Since I reject the logical causal and deductive schemata of classical theology’s metaphysics, thinking the way I do here does not force me then to some sort of necssary conclusion that Christ died in vain for those who reject him. So since I dont think of grace as a thing and instead as Jesus Chri, a person, I cant conceive of what he did in either quantitative not qualitative terms–these are too abstract–but in personal and particular terms in Christ. What this means then is that when I engage with Paul I do so as we all do in theological terms; it is just that i choose to do so thru the concrete particular absolute act of God in Christ for all. And thus when Paul speaks of a group it must always first be filtered and read thru the optics and implicates of Christs life and the Incarnation; and so parsing out group talk can only be done thru thinking Christ into election and reprobation, and him for us, and not the other way around—ie thinking us into election and reprobation using individual people or groups of people as the delimiters for election and reprobation. Christ conditions election reprobation in his life, and his life is universally present in particular mode.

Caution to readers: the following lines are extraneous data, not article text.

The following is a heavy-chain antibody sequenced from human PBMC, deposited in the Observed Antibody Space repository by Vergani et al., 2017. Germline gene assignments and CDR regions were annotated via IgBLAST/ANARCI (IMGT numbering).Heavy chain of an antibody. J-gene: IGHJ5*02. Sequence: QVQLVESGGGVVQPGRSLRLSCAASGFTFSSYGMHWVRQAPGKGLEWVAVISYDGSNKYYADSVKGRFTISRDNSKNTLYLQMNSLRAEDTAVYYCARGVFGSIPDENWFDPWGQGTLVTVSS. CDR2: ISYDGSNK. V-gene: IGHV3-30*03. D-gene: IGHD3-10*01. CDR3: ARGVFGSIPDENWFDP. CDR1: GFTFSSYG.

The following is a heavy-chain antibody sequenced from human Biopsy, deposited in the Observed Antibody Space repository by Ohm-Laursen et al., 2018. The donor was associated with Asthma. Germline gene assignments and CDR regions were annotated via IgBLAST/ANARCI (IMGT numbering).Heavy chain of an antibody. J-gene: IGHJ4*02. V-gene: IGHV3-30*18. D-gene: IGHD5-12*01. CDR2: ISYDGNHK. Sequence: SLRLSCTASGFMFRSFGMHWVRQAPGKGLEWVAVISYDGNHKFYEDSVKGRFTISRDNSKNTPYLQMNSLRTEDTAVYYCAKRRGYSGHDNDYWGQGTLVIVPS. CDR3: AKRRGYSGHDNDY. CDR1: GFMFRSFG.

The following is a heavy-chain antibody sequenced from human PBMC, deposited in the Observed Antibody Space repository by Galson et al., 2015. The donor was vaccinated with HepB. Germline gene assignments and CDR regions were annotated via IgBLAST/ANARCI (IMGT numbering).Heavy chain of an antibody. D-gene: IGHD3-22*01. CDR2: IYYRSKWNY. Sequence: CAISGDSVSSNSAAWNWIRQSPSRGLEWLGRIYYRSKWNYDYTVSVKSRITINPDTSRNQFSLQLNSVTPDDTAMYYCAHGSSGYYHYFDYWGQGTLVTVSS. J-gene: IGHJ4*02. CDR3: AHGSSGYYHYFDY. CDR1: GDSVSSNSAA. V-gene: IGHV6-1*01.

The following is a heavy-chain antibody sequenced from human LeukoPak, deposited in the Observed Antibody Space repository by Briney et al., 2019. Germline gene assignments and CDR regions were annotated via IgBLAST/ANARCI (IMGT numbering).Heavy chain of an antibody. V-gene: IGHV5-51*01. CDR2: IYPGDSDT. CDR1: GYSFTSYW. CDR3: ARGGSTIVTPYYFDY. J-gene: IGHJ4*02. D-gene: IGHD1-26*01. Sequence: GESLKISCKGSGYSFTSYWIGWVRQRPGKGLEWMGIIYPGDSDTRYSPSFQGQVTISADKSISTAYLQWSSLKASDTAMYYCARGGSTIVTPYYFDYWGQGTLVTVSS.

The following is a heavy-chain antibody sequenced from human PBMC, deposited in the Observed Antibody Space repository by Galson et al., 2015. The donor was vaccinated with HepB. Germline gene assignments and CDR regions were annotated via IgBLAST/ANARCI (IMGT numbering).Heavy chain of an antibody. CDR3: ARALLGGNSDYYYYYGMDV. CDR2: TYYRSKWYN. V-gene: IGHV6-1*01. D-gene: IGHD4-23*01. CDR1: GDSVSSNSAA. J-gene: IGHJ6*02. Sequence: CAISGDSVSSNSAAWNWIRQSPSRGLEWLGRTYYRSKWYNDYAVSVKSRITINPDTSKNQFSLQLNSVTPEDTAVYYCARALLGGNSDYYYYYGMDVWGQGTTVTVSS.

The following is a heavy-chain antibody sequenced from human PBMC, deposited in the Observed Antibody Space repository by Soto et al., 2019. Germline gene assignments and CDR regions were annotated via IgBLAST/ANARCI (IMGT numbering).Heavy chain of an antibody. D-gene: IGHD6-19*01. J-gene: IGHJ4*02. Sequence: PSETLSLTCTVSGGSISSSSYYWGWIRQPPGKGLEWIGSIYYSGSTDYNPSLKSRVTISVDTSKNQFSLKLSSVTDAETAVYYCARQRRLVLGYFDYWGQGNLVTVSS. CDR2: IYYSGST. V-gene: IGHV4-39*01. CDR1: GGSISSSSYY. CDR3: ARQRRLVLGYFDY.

I will have to get into this furthet when at my computer.


    Bobby Grow

    June 24, 2013 at 2:12 am

  3. In other words, you’re saying that when Paul speaks of the “elect” he does so as he speaks to “saints” (aka. Holy ones): as ones who have this based on their participation in Christ?

    Christ is the Chosen(Elect) One, therefore we who are with him are chosen? And if we no longer participate we, in one sense, reject the election, but, in another, never were (i.e. false brethren)?



    June 28, 2013 at 1:53 pm

  4. Cal,

    No. I am thinking of election in classical terms (i.e. never were). I believe that all people, by virtue of Christ’s vicarious humanity in the incarnation are objectively elect, but ultimately not all people participate subjectively in the election that has been realized for them in Christ.


    Bobby Grow

    July 1, 2013 at 2:10 pm